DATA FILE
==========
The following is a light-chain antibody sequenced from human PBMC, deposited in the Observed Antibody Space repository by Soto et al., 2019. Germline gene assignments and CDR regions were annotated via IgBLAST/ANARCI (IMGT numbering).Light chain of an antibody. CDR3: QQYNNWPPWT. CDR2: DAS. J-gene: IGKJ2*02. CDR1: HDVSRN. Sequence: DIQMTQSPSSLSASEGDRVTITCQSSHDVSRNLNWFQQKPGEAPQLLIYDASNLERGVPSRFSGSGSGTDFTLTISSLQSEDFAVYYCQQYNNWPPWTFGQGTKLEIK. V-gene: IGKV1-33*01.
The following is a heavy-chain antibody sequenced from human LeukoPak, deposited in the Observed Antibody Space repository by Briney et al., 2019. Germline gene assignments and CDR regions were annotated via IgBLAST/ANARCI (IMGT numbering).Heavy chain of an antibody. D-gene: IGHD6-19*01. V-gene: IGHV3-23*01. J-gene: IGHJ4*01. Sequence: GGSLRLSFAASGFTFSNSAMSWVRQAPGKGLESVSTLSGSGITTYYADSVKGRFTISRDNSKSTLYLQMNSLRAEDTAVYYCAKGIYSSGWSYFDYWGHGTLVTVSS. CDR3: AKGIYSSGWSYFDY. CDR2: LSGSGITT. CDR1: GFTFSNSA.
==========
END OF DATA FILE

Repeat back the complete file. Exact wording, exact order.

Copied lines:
The following is a light-chain antibody sequenced from human PBMC, deposited in the Observed Antibody Space repository by Soto et al., 2019. Germline gene assignments and CDR regions were annotated via IgBLAST/ANARCI (IMGT numbering).Light chain of an antibody. CDR3: QQYNNWPPWT. CDR2: DAS. J-gene: IGKJ2*02. CDR1: HDVSRN. Sequence: DIQMTQSPSSLSASEGDRVTITCQSSHDVSRNLNWFQQKPGEAPQLLIYDASNLERGVPSRFSGSGSGTDFTLTISSLQSEDFAVYYCQQYNNWPPWTFGQGTKLEIK. V-gene: IGKV1-33*01.
The following is a heavy-chain antibody sequenced from human LeukoPak, deposited in the Observed Antibody Space repository by Briney et al., 2019. Germline gene assignments and CDR regions were annotated via IgBLAST/ANARCI (IMGT numbering).Heavy chain of an antibody. D-gene: IGHD6-19*01. V-gene: IGHV3-23*01. J-gene: IGHJ4*01. Sequence: GGSLRLSFAASGFTFSNSAMSWVRQAPGKGLESVSTLSGSGITTYYADSVKGRFTISRDNSKSTLYLQMNSLRAEDTAVYYCAKGIYSSGWSYFDYWGHGTLVTVSS. CDR3: AKGIYSSGWSYFDY. CDR2: LSGSGITT. CDR1: GFTFSNSA.